There was much the Harper Conservatives could have done in last week’s budget to avoid an election.
After all, as Finance Minister Jim Flaherty said, budgets are about choices.
And the Harper Conservative government chose to do none of the things that could have avoided a spring election.
That’s because ultimately the federal Conservatives — despite all their disingenuous claims — actually want an election.
They also want to be able to blame the fact we are having one on the opposition parties and, if at all possible, deflect attention away from their scandals, lax ethics, charges of Parliamentary contempt and abuse of power.
We will see if their plan is successful over the coming weeks as the mud slinging goes into high gear — or rather higher gear.
The budget was sprinkled with a few crumbs, targeting groups of voters aimed at buying their support. Boutique tax cuts and credits and a totally inadequate increase in the Guaranteed Income Supplement (GIS), $300 million compared to the $1.2 billion needed, were among the few low-cost measures in the budget.
At the same time, the Conservatives are going full speed ahead with their reckless corporate tax cuts which benefit mostly super-wealthy corporations like the banks and oil and mining companies.
Since 2000, corporate tax rates have been slashed, tens of billions of dollars have been handed out in tax cuts to wealthy corporations, and yet the rate of business investment has stayed the same.
To add insult to injury, corporate Canada is sitting on nearly $500 billion in cash while investment in plants, equipment, machinery and training remains very weak. It’s time they started doing their part.
The fact of the matter is oil
and mining companies will invest because of high prices. They don’t need another round of corporate tax cuts.
The banks don’t either if the profits, bonuses and salaries they are dishing out are any indication. Canada and the citizens of Canada need these corporate taxes to ensure the benefits of these high resource prices are shared with all Canadians. It’s call sharing the wealth or nation building.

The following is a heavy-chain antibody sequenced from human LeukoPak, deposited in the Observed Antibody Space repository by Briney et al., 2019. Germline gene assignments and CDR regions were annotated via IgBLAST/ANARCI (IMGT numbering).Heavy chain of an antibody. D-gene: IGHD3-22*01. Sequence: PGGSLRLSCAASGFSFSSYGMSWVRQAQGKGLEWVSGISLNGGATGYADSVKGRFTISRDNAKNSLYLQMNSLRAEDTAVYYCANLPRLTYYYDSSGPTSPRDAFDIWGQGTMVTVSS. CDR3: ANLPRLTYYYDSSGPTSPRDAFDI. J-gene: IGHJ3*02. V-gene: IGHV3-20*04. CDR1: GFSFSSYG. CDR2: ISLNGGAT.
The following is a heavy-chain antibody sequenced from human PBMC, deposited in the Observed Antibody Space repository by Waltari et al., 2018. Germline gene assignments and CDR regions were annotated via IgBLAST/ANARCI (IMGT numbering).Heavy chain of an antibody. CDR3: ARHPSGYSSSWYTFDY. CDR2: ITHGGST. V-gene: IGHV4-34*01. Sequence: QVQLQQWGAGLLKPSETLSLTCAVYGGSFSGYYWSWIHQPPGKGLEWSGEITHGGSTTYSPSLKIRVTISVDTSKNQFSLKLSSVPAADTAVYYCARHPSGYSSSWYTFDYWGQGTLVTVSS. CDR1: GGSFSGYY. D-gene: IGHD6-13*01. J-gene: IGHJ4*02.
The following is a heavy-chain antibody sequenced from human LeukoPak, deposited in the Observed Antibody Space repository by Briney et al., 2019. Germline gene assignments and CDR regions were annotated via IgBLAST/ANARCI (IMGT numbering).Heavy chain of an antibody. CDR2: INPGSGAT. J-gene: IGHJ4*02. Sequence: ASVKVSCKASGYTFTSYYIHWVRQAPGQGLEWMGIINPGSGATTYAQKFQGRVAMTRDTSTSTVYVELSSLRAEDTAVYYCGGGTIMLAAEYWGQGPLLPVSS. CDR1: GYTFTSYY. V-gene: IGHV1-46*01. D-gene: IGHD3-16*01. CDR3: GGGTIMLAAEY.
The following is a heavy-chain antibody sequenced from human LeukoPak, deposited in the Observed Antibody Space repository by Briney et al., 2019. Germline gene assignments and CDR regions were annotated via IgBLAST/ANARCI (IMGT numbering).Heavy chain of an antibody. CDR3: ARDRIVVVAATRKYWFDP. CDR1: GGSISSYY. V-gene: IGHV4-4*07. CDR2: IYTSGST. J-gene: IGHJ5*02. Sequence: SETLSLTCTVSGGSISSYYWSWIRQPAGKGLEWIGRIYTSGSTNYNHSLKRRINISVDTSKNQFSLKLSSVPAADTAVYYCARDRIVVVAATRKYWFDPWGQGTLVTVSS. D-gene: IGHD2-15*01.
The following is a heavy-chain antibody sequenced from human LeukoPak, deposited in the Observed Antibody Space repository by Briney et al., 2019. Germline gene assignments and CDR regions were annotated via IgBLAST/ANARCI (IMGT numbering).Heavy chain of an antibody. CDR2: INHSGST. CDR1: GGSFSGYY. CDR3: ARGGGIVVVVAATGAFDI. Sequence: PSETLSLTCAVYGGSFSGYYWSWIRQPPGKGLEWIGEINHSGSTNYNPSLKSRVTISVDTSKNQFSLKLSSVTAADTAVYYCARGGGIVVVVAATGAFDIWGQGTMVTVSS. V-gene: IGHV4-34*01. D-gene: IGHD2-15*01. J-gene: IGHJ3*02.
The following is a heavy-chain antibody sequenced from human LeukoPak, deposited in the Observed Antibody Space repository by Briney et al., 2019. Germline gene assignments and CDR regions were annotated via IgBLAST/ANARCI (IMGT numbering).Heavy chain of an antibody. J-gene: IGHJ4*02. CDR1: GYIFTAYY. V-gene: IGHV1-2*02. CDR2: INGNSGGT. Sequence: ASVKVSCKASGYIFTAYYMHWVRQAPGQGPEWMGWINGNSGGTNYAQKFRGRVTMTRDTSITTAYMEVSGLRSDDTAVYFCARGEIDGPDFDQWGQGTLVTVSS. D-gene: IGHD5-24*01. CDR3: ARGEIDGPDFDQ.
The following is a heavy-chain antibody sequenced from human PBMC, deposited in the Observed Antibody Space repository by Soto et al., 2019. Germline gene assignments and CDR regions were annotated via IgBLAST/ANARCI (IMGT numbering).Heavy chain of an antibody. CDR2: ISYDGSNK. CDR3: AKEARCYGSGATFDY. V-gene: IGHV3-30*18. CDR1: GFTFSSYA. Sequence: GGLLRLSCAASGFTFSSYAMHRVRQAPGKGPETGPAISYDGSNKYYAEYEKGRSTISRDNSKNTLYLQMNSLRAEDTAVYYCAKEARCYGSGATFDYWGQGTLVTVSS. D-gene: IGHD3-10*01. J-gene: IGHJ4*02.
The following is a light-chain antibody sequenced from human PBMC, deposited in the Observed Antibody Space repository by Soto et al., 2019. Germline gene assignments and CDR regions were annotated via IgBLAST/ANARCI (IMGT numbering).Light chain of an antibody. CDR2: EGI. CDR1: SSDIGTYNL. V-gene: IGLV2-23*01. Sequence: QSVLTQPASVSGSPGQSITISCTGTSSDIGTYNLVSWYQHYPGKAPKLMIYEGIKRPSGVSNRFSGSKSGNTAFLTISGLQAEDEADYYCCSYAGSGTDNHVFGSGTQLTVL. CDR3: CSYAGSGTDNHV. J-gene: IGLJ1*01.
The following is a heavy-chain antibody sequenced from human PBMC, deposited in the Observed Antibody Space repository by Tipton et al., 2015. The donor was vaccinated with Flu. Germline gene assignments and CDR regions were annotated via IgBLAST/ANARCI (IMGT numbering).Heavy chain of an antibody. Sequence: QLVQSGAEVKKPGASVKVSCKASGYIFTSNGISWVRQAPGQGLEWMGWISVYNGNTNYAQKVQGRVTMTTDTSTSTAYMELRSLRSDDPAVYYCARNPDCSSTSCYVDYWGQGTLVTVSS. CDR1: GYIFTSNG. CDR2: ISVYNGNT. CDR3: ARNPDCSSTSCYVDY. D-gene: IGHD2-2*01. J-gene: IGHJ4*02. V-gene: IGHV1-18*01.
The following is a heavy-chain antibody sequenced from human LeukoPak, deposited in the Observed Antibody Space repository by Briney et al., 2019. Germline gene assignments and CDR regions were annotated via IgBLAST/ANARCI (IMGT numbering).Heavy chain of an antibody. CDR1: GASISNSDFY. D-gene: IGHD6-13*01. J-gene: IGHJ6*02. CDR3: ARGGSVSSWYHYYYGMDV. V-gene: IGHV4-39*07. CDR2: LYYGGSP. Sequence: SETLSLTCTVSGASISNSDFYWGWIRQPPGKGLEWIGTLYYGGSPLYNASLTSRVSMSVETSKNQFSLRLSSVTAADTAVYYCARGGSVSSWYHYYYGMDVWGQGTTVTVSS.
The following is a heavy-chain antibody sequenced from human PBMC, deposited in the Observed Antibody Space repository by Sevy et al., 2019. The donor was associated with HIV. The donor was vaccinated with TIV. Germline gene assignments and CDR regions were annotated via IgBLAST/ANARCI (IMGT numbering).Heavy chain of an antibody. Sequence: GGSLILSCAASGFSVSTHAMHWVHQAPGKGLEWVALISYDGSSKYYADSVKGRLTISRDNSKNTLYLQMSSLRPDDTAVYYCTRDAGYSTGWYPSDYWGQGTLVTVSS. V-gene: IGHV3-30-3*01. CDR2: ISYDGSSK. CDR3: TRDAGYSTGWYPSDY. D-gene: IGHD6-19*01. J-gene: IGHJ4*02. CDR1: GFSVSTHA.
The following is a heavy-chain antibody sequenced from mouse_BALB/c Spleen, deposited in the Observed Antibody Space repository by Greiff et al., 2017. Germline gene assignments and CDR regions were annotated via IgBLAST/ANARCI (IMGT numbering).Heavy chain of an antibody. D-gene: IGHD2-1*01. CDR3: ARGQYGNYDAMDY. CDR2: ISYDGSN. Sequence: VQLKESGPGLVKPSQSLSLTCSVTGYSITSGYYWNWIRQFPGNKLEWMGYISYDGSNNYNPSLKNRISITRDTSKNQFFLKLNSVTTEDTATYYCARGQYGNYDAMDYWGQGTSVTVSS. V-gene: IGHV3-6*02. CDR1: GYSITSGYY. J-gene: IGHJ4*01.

Instead, the people continue to get crumbs and quite frankly, we deserve better.
Last week, we made history in our province. The glass ceiling received another hammering.
A throne speech with a decidedly woman’s lens touted the benefits of early learning and child care, and the notion that “a person’s path to opportunity should not be barred because she is a woman.”
Debate on the throne speech in our legislature was led by three women, including our province’s first woman premier.
But really challenging sexism, in its many forms, is still a work in progress.
That was obvious from the debate in our province around the appointment to the Canada-Newfoundland and Labrador Petroleum Board (CNLOPB) of Elizabeth Matthews, former director of communications to Premier Danny Williams. Ms. Matthews has since withdrawn her name from the appointment process.
Political appointments are exactly that: political appointments. Every government makes them, including the Liberals when they were in power and I suspect if the NDP was to hold government, they, as well, would want some say in who represents their government on boards.
Don’t get me wrong, I think there is a better way of doing these appointments. For example, we need well-rounded people on boards like the CNLOPB. What we don’t need are boards filled with industry or corporate types.
The CNLOPB, for example, could benefit from additional union/worker health and safety expertise. But then this is also why we need an independent safety authority as recommended by commissioner Robert Wells.
If the tragedies in our offshore have taught us anything it is that the owners, the operators and the industry need to be challenged and they need their feet kept to the fire when it comes to putting safety first. This isn’t achieved by stacking boards with only corporate or industry types.
Ms. Matthews, while not a health and safety expert, is no shrinking violet. Anyone who did the kind of work she has done had better be quick, smart and tough. Had her appointment been successful, she would have been the only woman on the board of the CNLOPB.
These boards also need some gender balance. After all, if women are left out of the places where decisions get made, then society is missing out on a necessary and different perspective. And we will not advance equality.
Did Ms. Matthews face extra or different scrutiny?
I can think of dozens of men, including former politicians, who have been appointed to boards and I do not recall much discussion or questioning of their qualifications or their abilities, nor did they have to be experts in everything. What exactly made them more qualified for their appointments than Ms. Matthews?
Yes, we should question and criticize political appointments, vigorously so. But that criticism should be applied equally.
Unfortunately, the lesson and message from the Matthews example is that the test for women is different and the bar is still higher.
Yes, women should absolutely be qualified for the positions they hold, but the bar should be the same for men and women.
Lana Payne is president of the Newfoundland and Labrador Federation of Labour. She can be reached by email at firstname.lastname@example.org. Her column returns April 9.